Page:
‘Tis the season for year-end reflection. I imagine many of us are just as happy to put 2020 in our rear view mirror without further adieu. If that’s you, feel free to carry on your way with my blessing. For the rest of us, I have a couple thoughts on what has transpired from the past 365 days and what we might fruitfully carry forward. I’ve covered a variety of topics this year, in part to give us all something to think and talk about besides the pandemic, but at the end of the day/year I’m a public health scientist with an emphasis on infectious diseases, so that’s where I’ll focus now.
First and foremost, the biggest positive from 2020 is the extraordinary speed and effectiveness with which multiple SARS-CoV-2 vaccines were developed. One year ago, we did not know the identity of the virus causing unusual clusters of pneumonia in China, and today people around the world are receiving injections of several potent vaccines, with more candidates likely on the way to bolster our manufacturing throughput. While these deliveries are still in very early days and second doses are still to come for the first recipients, the numbers are such that lives likely already will have been saved.
Initial authorizations went to mRNA vaccines, the first such vaccines to be authorized for human use. Other vaccines deliver the target pathogen itself or some pieces of it; mRNA vaccines deliver the instructions for how to make those pieces for our own cells to assemble. In this case, those instructions are for just part of one protein, the spike that gives the coronavirus its distinctive namesake shape. At no point is the whole virus involved, so there is no risk of the recipient developing an infection that could make them ill or be spread to others. The polio vaccine, by contrast, involves a live virus modified to not cause disease, but mutations can occur when that vaccine virus replicates in a recipient that make it more pathogenic and capable of causing outbreaks. Thus mRNA vaccine technology holds out the promise of safer vaccines for present and future pathogens.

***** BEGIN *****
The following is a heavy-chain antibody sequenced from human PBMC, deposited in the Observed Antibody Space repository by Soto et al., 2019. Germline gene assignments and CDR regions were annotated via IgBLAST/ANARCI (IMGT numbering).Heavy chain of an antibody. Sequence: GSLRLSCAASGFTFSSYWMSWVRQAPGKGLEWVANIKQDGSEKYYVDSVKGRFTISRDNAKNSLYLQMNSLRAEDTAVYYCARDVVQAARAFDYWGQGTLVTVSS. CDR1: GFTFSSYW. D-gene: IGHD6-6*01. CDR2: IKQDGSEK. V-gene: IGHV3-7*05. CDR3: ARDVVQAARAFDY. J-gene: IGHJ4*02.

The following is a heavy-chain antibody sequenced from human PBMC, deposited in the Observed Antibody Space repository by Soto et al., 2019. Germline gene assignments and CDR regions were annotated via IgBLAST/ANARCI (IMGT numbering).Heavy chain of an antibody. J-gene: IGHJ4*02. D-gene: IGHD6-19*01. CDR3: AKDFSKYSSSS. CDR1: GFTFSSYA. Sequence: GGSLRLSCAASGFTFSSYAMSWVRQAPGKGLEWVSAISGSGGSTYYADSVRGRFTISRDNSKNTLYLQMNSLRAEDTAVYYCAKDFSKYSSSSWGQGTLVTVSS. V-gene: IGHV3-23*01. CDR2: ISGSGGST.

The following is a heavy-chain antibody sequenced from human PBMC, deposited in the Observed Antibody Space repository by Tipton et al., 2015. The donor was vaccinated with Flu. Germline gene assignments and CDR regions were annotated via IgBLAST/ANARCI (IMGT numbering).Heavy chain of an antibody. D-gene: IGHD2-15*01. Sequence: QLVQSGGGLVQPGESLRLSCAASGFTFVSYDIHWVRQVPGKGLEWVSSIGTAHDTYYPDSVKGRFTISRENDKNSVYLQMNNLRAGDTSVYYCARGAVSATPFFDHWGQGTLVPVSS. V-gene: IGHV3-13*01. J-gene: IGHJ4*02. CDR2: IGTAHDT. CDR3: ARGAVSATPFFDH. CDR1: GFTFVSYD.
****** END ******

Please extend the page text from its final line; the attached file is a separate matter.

Remarkably, in one sense these vaccines were assembled in a matter of days, once the SARS-CoV-2 viral genome was published. The vaccines now being administered have existed since as early as January; all of the time in between has been spent testing them to make sure they are effective and as safe as we can reasonably assess without giving them to everyone. In another sense, however, these vaccines have been many years in the making. Vaccines based on mRNA for a variety of diseases have been created and tested in multiple settings, including animal experiments and small, early phase human clinical trials. Some of these vaccines targeted the related coronaviruses causing SARS and MERS, but they never received final approval because there is not enough active transmission (in the case of the SARS virus, none) to make a large-scale clinical trial possible.
Valuable lessons relevant to the SARS-CoV-2 vaccine were learned from this research, particularly from the SARS vaccine studies. Using the whole spike protein prompted mice to make antibodies that actually helped the virus bind to its receptor and exacerbate infection. Researchers found that they could leave off one end of the spike protein and prevent that scenario, but then the spike protein also didn’t bind to itself the way it does in the actual virus. So they replaced that end with another bit of completely unrelated protein that restored self-binding without exacerbating infection. These lessons have been incorporated in several vaccine candidates, meaning we have benefited from years of preparatory work that no one at the time could have known for certain would ever yield dividends. Basic, open-ended research continues to be vital for innovation. So for everyone investigating how the world works without a definite path to practical application, we see you and value your work and thank you for it.
Second, it is my hope and prayer that 2021 and beyond bring greater awareness of the value of public health, and perhaps with it greater investment. Here I don’t just mean our formal public health institutions, but the common good that is our health as communities. We’ve seen how simple measures like wearing masks can positively impact respiratory illness; we could incorporate some version of these in common practice going forward. Infrastructure for widespread testing could lessen the need for cruder measures liking sweeping stay-at-home orders. The public has learned more about herd immunity; perhaps that could lead to greater uptake of the annual influenza vaccine. All of these changes could reduce the disease burden of pathogens we know we will need to deal with every year, as well as prepare us better for future pathogens we haven’t encountered yet.
Relatedly, this pandemic has highlighted and hopefully raised awareness of the reality that health and healthcare are not equally accessible to all people in the United States. Indigenous peoples and other communities of color have been disproportionately impacted. There are multiple causes for these disparities. One is higher rates of chronic diseases like diabetes in these communities, chronic diseases which increase risk for more severe COVID-19 outcomes. Those higher rates are themselves the product of various systemic inequalities. Another cause of COVID-19 disparities is simply that more members of those communities work in jobs that cannot be done remotely, in some cases with inadequate paid sick leave. These inequalities were worthy of redressing before the pandemic, but hopefully the greater awareness will spur faster and more systemic action.
Thanks for reading along with these thoughts and all of my musings in 2020. I hope 2021 is a healthy and fruitful year for all of us individually and as communities.